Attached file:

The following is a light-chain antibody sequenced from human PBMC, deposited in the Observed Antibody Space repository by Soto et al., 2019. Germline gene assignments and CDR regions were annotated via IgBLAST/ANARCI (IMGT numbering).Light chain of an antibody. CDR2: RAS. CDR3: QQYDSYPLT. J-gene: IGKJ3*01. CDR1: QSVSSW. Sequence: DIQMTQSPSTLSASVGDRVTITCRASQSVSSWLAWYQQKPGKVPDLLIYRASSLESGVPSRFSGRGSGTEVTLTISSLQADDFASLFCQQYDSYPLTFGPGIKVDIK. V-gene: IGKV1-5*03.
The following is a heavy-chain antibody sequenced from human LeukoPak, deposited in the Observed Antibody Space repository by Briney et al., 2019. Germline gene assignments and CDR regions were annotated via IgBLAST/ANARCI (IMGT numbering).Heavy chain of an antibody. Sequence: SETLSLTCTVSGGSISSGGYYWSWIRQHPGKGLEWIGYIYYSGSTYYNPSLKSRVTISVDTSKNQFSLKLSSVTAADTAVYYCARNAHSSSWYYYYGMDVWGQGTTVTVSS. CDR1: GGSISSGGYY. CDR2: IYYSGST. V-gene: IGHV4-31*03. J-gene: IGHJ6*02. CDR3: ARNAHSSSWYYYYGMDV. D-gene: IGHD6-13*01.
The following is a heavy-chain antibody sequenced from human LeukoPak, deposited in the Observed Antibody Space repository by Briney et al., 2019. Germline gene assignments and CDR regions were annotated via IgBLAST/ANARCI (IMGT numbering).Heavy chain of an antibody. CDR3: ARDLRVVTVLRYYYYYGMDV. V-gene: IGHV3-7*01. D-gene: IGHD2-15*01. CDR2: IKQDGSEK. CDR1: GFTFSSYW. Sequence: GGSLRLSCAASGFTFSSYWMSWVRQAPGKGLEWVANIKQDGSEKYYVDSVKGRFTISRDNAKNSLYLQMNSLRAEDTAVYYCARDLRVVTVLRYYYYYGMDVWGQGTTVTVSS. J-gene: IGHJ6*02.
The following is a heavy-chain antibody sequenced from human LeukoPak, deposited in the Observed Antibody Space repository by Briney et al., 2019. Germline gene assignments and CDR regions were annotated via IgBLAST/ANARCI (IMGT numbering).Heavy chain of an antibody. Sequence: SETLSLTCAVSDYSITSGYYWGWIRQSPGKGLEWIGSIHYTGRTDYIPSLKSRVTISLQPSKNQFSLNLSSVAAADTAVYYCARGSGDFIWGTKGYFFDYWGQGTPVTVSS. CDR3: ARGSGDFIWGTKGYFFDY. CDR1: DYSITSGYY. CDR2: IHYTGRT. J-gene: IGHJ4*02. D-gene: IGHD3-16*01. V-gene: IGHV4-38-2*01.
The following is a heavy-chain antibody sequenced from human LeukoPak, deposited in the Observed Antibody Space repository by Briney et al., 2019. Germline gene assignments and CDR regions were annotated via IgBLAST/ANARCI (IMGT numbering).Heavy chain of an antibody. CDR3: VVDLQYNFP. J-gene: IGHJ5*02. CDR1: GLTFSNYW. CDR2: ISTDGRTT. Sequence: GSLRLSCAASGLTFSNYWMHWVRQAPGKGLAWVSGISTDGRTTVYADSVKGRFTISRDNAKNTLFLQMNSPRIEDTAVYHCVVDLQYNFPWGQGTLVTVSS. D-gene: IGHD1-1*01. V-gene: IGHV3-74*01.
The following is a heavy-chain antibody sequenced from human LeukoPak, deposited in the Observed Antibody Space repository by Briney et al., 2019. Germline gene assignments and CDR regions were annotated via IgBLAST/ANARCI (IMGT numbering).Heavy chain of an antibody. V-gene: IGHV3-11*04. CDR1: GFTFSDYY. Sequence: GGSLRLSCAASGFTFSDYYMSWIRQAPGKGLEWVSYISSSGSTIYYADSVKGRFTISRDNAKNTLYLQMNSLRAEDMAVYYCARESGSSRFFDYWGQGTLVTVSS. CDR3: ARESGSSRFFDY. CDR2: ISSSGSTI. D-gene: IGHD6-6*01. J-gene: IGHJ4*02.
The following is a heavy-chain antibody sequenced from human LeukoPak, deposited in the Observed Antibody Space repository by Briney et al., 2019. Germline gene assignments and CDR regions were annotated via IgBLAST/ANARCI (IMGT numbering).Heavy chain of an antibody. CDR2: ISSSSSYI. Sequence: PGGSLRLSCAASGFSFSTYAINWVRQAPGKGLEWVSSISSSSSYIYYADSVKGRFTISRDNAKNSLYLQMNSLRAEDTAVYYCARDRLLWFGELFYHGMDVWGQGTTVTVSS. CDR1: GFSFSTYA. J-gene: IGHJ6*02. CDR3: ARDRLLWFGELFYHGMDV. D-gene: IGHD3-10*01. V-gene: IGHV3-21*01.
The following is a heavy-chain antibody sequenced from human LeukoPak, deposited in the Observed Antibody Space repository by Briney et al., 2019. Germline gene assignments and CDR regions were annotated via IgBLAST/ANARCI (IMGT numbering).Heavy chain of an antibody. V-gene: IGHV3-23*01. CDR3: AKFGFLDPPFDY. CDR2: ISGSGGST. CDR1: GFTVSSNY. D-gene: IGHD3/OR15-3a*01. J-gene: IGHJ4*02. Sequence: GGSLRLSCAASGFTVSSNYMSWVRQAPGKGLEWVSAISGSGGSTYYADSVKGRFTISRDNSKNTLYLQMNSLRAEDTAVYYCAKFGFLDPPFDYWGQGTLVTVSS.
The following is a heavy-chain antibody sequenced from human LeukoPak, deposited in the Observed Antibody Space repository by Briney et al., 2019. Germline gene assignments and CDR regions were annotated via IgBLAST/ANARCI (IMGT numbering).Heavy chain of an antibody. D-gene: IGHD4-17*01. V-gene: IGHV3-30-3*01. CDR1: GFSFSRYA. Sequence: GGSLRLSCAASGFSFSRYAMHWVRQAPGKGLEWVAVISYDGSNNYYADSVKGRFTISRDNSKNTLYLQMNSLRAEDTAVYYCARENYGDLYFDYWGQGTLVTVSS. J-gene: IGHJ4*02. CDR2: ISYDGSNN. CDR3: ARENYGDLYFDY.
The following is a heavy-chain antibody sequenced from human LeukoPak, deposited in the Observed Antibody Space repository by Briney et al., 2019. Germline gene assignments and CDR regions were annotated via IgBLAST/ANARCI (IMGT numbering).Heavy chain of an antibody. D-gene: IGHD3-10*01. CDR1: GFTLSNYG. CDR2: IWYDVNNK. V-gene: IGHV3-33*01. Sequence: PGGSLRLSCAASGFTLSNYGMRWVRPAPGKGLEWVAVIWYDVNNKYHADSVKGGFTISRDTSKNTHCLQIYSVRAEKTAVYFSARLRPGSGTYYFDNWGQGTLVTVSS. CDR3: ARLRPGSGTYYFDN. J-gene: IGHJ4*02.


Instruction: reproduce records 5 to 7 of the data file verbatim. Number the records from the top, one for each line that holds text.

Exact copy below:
The following is a heavy-chain antibody sequenced from human LeukoPak, deposited in the Observed Antibody Space repository by Briney et al., 2019. Germline gene assignments and CDR regions were annotated via IgBLAST/ANARCI (IMGT numbering).Heavy chain of an antibody. CDR3: VVDLQYNFP. J-gene: IGHJ5*02. CDR1: GLTFSNYW. CDR2: ISTDGRTT. Sequence: GSLRLSCAASGLTFSNYWMHWVRQAPGKGLAWVSGISTDGRTTVYADSVKGRFTISRDNAKNTLFLQMNSPRIEDTAVYHCVVDLQYNFPWGQGTLVTVSS. D-gene: IGHD1-1*01. V-gene: IGHV3-74*01.
The following is a heavy-chain antibody sequenced from human LeukoPak, deposited in the Observed Antibody Space repository by Briney et al., 2019. Germline gene assignments and CDR regions were annotated via IgBLAST/ANARCI (IMGT numbering).Heavy chain of an antibody. V-gene: IGHV3-11*04. CDR1: GFTFSDYY. Sequence: GGSLRLSCAASGFTFSDYYMSWIRQAPGKGLEWVSYISSSGSTIYYADSVKGRFTISRDNAKNTLYLQMNSLRAEDMAVYYCARESGSSRFFDYWGQGTLVTVSS. CDR3: ARESGSSRFFDY. CDR2: ISSSGSTI. D-gene: IGHD6-6*01. J-gene: IGHJ4*02.
The following is a heavy-chain antibody sequenced from human LeukoPak, deposited in the Observed Antibody Space repository by Briney et al., 2019. Germline gene assignments and CDR regions were annotated via IgBLAST/ANARCI (IMGT numbering).Heavy chain of an antibody. CDR2: ISSSSSYI. Sequence: PGGSLRLSCAASGFSFSTYAINWVRQAPGKGLEWVSSISSSSSYIYYADSVKGRFTISRDNAKNSLYLQMNSLRAEDTAVYYCARDRLLWFGELFYHGMDVWGQGTTVTVSS. CDR1: GFSFSTYA. J-gene: IGHJ6*02. CDR3: ARDRLLWFGELFYHGMDV. D-gene: IGHD3-10*01. V-gene: IGHV3-21*01.